Top scientist returns to his roots
A pioneering scientist and distinguished Edinburgh alumnus is to open a weekend of celebrations with a public talk.
Professor Sir Fraser Stoddart, a world leader in nanotechnology, will visit the University to kick-start a weekend of graduations for the School of Chemistry.
His event is one of many taking place in 2013 to commemorate 300 years of chemistry at Edinburgh.
Chemistry's Place in Today's World
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Professor Stoddart, who has an honours degree and PhD from Edinburgh, is a researcher at Northwestern University in the United States.
He is best known for his expertise in assembling molecules which have interlocked connections rather than conventional chemical bonds.
These molecules have interesting physical properties and can, for example, act as molecular switches or as components in tiny electronic devices.
The professor will give a public talk entitled Chemistry’s Place in Today’s World.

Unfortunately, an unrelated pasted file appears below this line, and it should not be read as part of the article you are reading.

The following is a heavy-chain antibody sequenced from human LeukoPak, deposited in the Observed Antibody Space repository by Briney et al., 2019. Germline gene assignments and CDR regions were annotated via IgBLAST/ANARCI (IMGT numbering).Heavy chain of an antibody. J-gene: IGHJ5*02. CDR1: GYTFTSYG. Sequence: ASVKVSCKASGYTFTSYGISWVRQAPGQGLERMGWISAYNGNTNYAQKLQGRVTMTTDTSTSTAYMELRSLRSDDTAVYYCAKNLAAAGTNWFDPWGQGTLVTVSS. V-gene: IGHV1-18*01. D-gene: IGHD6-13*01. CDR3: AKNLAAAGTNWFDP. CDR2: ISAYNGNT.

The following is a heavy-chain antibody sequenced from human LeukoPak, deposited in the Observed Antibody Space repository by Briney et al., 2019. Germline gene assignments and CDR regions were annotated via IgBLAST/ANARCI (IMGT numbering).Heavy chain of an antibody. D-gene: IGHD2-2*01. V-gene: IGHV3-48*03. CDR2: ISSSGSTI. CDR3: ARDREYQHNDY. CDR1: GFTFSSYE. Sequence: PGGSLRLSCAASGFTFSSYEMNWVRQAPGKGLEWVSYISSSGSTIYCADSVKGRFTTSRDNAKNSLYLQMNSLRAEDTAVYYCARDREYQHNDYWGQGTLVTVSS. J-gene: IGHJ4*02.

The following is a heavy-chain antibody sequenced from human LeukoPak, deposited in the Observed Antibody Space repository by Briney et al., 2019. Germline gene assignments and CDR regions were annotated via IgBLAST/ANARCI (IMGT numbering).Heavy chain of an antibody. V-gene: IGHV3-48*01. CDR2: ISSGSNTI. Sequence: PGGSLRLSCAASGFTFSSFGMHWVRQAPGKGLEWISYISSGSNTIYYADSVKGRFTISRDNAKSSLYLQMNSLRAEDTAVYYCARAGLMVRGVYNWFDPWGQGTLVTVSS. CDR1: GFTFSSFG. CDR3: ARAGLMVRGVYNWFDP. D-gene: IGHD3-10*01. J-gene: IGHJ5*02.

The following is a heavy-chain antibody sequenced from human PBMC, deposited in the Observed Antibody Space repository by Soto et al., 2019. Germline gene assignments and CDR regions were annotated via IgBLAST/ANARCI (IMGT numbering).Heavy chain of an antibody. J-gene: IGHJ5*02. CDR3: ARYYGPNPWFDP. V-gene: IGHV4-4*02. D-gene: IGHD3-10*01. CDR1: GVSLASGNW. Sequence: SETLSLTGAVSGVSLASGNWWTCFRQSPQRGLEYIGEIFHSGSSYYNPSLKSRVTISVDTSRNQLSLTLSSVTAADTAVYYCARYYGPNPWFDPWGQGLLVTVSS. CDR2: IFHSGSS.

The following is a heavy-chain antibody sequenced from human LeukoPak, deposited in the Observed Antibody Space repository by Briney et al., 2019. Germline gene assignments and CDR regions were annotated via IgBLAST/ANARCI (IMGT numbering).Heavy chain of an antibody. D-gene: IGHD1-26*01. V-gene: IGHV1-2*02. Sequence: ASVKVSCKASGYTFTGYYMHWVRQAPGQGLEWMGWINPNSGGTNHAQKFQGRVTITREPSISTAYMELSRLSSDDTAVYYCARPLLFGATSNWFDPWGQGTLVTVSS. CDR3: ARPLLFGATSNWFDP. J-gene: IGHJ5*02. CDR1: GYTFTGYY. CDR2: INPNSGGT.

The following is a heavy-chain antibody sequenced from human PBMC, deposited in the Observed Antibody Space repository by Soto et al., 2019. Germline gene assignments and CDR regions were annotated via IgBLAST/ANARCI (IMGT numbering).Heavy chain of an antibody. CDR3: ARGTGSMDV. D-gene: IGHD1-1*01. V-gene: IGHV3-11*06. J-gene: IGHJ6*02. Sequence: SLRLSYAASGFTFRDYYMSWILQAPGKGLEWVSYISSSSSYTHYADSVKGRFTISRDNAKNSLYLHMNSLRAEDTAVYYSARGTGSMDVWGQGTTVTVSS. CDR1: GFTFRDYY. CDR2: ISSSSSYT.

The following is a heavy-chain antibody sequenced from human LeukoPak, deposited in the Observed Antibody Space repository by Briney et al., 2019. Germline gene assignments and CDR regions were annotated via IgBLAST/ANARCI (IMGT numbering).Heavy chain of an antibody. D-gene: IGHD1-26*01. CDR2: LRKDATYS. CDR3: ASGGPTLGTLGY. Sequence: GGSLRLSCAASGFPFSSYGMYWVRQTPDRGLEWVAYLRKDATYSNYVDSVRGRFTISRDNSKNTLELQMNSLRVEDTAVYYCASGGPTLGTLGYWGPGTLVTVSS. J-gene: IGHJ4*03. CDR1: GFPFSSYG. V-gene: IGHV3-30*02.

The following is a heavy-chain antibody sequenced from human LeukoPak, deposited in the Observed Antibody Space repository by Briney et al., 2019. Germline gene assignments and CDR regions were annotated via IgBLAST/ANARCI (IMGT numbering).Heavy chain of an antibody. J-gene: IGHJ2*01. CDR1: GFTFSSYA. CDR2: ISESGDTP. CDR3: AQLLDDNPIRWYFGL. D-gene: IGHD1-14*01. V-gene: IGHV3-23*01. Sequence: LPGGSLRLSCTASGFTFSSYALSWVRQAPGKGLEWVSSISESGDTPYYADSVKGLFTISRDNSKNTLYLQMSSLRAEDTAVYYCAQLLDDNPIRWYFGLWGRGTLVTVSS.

After his talk, the professor will present a prize named in his honour.
The Fraser and Norma Stoddart Prize is given to an outstanding chemistry PhD graduate from Edinburgh who has excelled in research and in inspiring students at Edinburgh and beyond.
The inaugural award will be presented to Dr Olof Johansson in the School of Chemistry, who studies energy transfer processes in ball-shaped carbon molecules called fullerenes.
Professor Sir Harry Kroto, who shared the 1996 Nobel Prize in Chemistry for discovery of fullerenes, will receive an honorary degree in the graduation ceremony.
Professor Stoddard’s lecture will take place at 6pm on Thursday 27 June in the George Square Lecture Theatre.
His talk will be followed on Friday 28 June by a symposium, which will highlight research being carried out at the School and the achievements of its graduates.
The next day, Saturday 29 June, the School will hold its summer graduations in the McEwan Hall.
Professor Sir Fraser Stoddart is one of the few chemists of the past quarter of a century to have created a new field of carbon-based chemistry.
His efforts have been recognised by numerous awards including the 2007 King Faisal International Prize in Science.